Integrity is the most important factor in being a part of the police force; however, Cleveland officers do not meet the required expectation. Journalist Emmanuel Felton from The Washington Post argues, "Cleveland officers engaged in a pattern of firing their weapons even when people posed no threat, used lethal force out of proportion to the 'resistance' they met from suspects, and unnecessarily escalated incidents." The trend of using lethal force is always justified by "resistance." How can officers explain that those who "resist" are always the minority? Although some officers may meet the expectation, others treat certain people prejudicially. In fact, all examples of police brutality involve victims of color. When dealing with those of color, Cleveland officers are constantly and immoderately escalating situations, those which they are supposed to do the opposite. As a result officers in Cleveland are often misusing their weapons. It is contradictory that an item built for the protection of oneself is being used to destroy the life of others. This common misuse raises an important question: is there or will there ever be a valid reason for the use of a firearm when one's life is not threatened? An officer might answer yes, as in their perspective they give valid reasoning. However, this answer is flawed due to "unnecessarily escalated incidents." If an officer should have the audacity to declare so much as a 12 year old boy holding a toy as a threat to their own life, a boy who probably stood motionless as he caught sight of the very guns that would end his life, than an officer may not speak of valid reasoning with regard to the use of a firearm.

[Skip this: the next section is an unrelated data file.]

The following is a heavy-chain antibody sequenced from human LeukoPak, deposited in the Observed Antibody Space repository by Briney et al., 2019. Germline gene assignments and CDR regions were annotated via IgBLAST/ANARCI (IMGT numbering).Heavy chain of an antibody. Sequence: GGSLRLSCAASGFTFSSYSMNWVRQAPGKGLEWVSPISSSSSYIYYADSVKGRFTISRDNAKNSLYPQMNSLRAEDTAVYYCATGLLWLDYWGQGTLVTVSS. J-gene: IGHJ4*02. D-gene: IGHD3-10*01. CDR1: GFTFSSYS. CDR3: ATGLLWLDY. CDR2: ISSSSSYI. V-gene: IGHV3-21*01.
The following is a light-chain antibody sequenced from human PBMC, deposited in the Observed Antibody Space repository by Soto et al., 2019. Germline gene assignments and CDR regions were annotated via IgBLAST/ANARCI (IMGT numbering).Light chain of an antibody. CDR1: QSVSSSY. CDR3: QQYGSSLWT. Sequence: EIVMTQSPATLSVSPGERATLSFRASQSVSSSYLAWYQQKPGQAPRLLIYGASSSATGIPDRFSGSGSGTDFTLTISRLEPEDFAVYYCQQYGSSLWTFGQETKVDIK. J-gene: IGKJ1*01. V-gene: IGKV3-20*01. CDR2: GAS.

There exists a kind of grass root movement by local organizations around Cleveland trying to innovate Cleveland into a safer area. Reporter Maria Mcginnis from The Land explains that "The Citizens for a Safer Cleveland coalition aims to give a diverse board of community representatives the final say on police discipline. This act aims to put police accountability on the ballot and give a diverse board or community representatives the final say on police discipline." Activists are trying to develop a mandate that would grant them the authority to overrule the city's police chief and fire the officers who fail to meet the required expectations. This mandate will establish two civilian-led oversight panels (Felton). In other words, citizens will be given insight on the decision-making process, which will migrate Cleveland to take the power to investigate misconduct out of an office within the police department and give it to the Civilian Police Review Board. Although the Police Review Board has existed since 1984, its power has always been limited, as they could only offer suggestions on discipline. However with the amendment, the board would be given the power to investigate complaints against officers and directly mete out punishment. The passing of this ballot would not only increase investigation of police shootings, but it would also increase punishment for misbehaving officers. However, critics may argue that this is not the greatest idea due to the possibility of giving power to an untrustworthy community, resulting in the making of wrong decisions which can cost an officer, who meets the expectations, their job.